Today is University Mental Health Day, a national campaign to promote mental health in higher education (HE). Run jointly by Student Minds and the University Mental Health Advisers’ Network (UMHAN). This year’s theme is Community, to emphasise the fact that everyone has a pivotal part to play in creating a mentally healthy work and study place.
During my 15 years working in, with and alongside HEIs I have seen positive shifts towards mental health and the way mental-ill health is supported. Student services are increasingly more holistic and person-centered, with practitioners receiving recognition for the work they do. The Mental Health Rankings quantify resources and satisfaction levels of 47 institutions to assess their ability to care for students with mental health issues. This drives standards in the right direction. Student Unions run fantastic campaigns to highlight signs of mental-ill health, reduce exam stress and champion policy changes to support recovery of mental illness. I have trained staff across all job areas and seen how they engage with Mental Health First Aid (MHFA) training. As well as the increased appetite for bespoke courses for managers and leaders.
On the flip side, I have also witnessed staff burn out, significant over working coupled with a lack of resources. The managers who bully through micro-management and seemingly get away with it. Signs of stress that are ignored, which then develop into chronic depression. I have heard numerous stories of tutors being phoned in the middle of the night by students who have self-harmed with no-one to talk to. The number of students who complete suicide is also on the increase, devastating families, friendship groups and their academic communities.
University is a time of transition for all students young and mature alike. Many students have caring responsibilities and will not have the “typical” student life style that is often envisaged. 75% of all mental-ill health develops by the time someone has reached their mid-20s. In England alone 19% of 16-24 year olds will experience a diagnosed mental health condition. The current #USSstrikes are about pensions, but there has also been a build up of years of stress, pressure and unrealistic expectations on all staff, professional services and academics alike. Tweets about poor mental health in academia have been a popular topic in the strike discussions. Last Spring The Guardian ran a series about mental-ill health and illness in academia. Stating it is still very much a taboo subject and the associated stigma ever-present. Staff can sometimes be their own worst enemies by not talking about how they actually feel.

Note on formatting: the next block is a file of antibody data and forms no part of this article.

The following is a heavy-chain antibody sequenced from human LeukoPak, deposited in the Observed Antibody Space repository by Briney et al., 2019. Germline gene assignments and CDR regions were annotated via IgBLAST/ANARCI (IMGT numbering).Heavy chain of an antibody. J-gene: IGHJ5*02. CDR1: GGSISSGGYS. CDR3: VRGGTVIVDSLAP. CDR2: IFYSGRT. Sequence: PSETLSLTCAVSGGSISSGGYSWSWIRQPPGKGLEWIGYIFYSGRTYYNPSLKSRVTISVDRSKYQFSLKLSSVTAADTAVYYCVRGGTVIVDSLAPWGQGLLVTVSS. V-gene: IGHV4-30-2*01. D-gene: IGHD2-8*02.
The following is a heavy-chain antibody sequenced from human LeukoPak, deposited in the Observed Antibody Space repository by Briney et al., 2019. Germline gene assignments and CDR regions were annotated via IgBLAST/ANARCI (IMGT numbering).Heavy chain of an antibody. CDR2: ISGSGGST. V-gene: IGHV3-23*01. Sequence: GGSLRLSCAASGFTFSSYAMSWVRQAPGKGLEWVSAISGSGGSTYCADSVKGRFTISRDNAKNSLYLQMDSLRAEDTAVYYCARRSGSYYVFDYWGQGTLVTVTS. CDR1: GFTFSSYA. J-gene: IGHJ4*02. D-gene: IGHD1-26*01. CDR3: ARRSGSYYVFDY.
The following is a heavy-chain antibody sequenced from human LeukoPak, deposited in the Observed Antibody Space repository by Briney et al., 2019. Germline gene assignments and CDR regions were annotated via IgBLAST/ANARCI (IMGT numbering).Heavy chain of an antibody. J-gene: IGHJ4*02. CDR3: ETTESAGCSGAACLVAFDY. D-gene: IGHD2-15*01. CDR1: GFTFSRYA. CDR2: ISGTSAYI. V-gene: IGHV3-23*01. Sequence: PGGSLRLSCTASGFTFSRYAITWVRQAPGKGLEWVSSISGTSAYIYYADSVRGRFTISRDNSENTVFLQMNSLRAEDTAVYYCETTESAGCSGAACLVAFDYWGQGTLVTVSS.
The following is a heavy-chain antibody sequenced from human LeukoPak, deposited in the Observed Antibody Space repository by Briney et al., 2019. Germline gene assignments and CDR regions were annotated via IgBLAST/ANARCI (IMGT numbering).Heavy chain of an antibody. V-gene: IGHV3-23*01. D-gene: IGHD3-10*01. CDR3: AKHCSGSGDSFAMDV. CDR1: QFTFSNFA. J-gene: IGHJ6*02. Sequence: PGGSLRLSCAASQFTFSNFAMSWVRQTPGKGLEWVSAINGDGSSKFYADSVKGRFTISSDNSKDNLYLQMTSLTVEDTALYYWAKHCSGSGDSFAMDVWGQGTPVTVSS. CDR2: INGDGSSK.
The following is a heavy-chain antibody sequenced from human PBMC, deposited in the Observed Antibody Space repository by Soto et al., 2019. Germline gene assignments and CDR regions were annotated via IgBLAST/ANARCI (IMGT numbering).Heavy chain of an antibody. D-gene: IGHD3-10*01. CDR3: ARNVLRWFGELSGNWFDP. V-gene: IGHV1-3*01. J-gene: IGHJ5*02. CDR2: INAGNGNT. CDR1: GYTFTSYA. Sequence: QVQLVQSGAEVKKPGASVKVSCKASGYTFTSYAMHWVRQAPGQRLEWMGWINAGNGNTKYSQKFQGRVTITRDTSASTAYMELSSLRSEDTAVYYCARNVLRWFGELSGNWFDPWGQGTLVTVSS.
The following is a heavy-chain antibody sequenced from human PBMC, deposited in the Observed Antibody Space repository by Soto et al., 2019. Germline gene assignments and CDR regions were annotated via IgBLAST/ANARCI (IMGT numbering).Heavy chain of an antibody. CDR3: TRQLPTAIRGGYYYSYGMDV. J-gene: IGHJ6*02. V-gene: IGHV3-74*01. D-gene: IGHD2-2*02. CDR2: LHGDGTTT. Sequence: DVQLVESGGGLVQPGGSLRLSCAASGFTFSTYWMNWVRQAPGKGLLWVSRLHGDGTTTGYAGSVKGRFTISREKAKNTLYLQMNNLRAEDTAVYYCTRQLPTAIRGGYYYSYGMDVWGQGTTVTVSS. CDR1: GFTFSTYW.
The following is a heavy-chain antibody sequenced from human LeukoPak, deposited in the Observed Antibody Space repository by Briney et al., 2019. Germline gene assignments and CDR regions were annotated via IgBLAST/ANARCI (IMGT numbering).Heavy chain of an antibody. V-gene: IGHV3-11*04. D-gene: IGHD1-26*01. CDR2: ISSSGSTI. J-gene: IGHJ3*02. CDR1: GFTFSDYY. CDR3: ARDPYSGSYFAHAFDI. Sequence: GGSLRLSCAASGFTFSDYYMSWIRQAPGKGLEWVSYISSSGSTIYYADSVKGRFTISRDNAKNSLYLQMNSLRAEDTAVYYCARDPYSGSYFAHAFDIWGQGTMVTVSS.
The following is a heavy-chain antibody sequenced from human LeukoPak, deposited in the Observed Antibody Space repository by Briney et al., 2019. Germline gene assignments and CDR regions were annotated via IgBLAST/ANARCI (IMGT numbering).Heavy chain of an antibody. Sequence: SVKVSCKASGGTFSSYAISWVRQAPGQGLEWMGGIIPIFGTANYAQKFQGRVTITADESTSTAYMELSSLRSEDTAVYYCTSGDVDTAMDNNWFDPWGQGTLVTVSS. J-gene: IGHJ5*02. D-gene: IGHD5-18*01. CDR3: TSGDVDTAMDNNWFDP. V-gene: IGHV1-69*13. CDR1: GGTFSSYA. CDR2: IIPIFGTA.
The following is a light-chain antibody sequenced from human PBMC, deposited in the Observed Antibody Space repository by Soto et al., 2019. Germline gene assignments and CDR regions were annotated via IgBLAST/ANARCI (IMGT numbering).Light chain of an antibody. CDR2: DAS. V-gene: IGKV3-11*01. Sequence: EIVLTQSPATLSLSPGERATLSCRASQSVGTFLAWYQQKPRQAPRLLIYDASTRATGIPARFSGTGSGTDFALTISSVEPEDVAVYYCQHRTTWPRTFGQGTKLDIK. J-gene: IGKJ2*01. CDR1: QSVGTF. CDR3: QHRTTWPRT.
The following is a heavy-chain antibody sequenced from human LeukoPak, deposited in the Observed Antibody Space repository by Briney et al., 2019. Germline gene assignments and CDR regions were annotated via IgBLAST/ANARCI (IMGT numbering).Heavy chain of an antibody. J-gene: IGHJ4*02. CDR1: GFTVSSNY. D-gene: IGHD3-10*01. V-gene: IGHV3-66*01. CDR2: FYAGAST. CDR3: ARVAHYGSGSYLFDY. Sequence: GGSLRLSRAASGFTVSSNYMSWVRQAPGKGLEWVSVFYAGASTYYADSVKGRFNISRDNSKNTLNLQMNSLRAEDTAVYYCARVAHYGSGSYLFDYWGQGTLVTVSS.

In order to move forward there does need to be a real culture shift. It is imperative to fix the system and not the people. Staff and students need appropriate well resourced ongoing support. I am, obviously an advocate of training, but training is one part of the puzzle. Culture change starts from the top, includes everyone and must be embedded into staff and curriculum development. So here are my seven top tips for building a mental healthy HE community:
- Leading by example from the top. Senior leaders should be mental health champions and start the discussions.
- Create safe environments and empower staff and students to share their lived experience of mental-ill health and recovery.
- Mental well-being and health is everyone’s responsibility so encourage open conversations at all levels.
- Policies and procedures should be written in plain English, inclusive with supportive (not punitive) language.
- Resource student mental health advisers and support services, this ensures help is available from the start if and when students need it. It also reduces crisis situations.
- Be part of Student Minds Look After Your Mate Train the Trainer Programme which empowers students to support friends experiencing mental health difficulties.
- Promote your Employee Assistance Programme to staff continuously and evaluate the effectiveness of the service received.
- Be mindful and aware of specific cultural services that students and staff from diverse backgrounds may want to access.
- Don’t be afraid to talk about suicide. Provide specific suicide awareness training such as ASIST or the Samaritans course on Managing Suicidal Conversations. Promote helplines to destigmatise the topic and enable people to ask for help.